D. Parlett: The Oxford History of Board Games
Saturday, 22nd October 2011
This is one of the classic collections of board games, with their history and their play. It stands alongside the classic works of the 1950s and 1960s, Murray's "History of Board Games Other Than Chess" and Bell's "Board and Table Games from Many Civilizations", also listed on Amazon. Like those, it is really a long list of games, organised by game type, rather than historic period. Each game is given a history and, in many cases, brief details of the rules.
The Oxford History of Board Games has the advantage over some other games compendium type books in that it is very readable. Of necessity the narrative is disjointed, since each game is described in turn and many warrant only a paragraph or two. But mostly the book sticks to plain English. Sometimes a notation is used to describe moves of pieces in games with two-dimensional grid boards (chess, draughts and the like). This is easily understood, using symbols such as + for an orthogonal move, x for diagonal moves and * for moves like the king and queen in chess.
The book covers all types of traditional board game: race games, space games (or games of position), chase (hunt) games and displace games (war games and mancala). Sections on these types are further split, with race games for instance split into square or cross-track games, tables (backgammon), single-track games and games without dice. For the last category Parlett has been criticised for promoting his own game Hare & Tortoise, which is the only game in that category, but this criticism is unfair due partly to the brevity of that chapter and partly to the fact that this type of game is rare.
There is a brief look at modern commercial games, but this is not as deep as the other parts of the book - probably due to the huge number of games and the relative compexity of their rules which are not easy to describe fully in this compendium format. In that way it reads like an afterthought, but is still a valuable addition to the book as it provides interesting information on the development of some of the games we play today.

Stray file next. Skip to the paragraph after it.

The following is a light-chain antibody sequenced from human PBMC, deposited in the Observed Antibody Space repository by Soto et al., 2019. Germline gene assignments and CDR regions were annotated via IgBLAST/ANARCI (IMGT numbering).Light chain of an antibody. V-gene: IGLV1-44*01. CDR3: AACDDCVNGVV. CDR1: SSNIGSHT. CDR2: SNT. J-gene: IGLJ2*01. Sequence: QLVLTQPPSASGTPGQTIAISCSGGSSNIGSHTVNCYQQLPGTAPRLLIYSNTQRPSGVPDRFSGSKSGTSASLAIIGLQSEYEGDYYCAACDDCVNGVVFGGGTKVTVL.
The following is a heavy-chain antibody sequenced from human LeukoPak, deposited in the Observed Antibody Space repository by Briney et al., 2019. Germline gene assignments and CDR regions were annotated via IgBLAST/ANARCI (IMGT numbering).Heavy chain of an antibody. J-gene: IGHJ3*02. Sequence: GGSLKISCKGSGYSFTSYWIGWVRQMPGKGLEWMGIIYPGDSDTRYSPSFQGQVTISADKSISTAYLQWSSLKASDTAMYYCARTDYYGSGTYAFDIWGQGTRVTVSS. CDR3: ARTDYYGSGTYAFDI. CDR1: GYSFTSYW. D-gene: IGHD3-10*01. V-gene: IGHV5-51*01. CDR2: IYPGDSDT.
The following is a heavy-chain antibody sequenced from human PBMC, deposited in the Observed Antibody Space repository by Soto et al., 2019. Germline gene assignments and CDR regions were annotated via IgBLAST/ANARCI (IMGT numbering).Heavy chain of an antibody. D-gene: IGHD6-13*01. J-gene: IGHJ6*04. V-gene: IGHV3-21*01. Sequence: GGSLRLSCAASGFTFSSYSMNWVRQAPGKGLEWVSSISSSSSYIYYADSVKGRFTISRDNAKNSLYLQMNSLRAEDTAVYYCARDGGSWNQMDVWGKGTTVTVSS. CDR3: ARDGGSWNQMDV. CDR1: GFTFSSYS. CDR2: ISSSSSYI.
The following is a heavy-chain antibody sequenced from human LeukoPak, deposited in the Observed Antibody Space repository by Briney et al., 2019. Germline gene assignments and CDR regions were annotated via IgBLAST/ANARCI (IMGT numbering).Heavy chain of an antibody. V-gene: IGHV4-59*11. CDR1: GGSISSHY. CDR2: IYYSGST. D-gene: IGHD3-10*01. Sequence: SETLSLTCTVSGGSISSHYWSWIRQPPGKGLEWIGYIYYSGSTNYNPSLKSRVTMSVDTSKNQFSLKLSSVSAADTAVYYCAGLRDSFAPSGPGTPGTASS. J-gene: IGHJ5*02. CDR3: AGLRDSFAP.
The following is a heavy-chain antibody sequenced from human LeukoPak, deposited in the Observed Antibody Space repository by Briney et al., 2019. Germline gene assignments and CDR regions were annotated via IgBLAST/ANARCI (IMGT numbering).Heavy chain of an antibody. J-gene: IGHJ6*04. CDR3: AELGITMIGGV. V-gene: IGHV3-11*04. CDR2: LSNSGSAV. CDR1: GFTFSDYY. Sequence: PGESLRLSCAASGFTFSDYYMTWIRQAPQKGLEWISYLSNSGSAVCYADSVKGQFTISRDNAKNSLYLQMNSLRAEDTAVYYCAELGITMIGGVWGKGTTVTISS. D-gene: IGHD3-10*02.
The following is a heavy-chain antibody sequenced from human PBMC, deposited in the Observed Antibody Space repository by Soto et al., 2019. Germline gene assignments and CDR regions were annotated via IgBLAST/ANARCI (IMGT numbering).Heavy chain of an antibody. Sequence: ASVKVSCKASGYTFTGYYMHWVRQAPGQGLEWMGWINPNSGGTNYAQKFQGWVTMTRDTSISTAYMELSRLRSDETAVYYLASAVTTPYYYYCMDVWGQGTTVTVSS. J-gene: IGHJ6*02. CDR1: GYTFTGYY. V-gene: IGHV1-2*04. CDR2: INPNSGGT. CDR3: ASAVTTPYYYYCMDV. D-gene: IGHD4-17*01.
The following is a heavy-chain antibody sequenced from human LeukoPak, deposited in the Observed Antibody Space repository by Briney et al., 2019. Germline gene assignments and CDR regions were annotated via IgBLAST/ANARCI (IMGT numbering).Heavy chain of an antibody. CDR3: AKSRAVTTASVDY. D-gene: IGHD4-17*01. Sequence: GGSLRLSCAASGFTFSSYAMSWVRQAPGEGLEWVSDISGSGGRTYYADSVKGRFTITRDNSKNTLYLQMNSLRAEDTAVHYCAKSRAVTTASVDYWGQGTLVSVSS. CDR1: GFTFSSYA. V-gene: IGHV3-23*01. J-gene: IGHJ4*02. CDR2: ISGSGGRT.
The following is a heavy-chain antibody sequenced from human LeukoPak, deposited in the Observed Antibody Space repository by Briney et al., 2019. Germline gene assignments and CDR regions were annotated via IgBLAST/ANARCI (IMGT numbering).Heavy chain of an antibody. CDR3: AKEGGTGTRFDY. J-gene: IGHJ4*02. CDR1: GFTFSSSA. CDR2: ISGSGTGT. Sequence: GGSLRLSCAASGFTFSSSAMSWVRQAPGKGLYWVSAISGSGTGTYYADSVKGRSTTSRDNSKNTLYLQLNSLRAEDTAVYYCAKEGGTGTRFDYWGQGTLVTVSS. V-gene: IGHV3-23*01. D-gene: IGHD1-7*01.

One of the drawbacks of this book, and it is only slight, is that Parlett does not describe fully the rules of many of the games he discusses. Most of the games do have enough information to allow the reader to play. But many of the others seem to succumb to a combination of the author's desire for readability and the necessity for brevity. Some games therefore lack rules altogether, even where the rules are known. Some games (like salta) have some inaccuracies which may suffer for this reason or may perhaps lack depth of research. The book as a whole is well-researched, but with hundreds of games covered it is inevitable that some are examined more deeply than others.
This book can be recommended for its completeness and readability. The only reservation is the lack of complete rules for many of the games. But this book has the advantage over the other "classics" mentioned earlier, of having reasonably up-to-date research, and of covering some of the more recent games which have become popular since the 1950s and 1960s when the other classic works were written.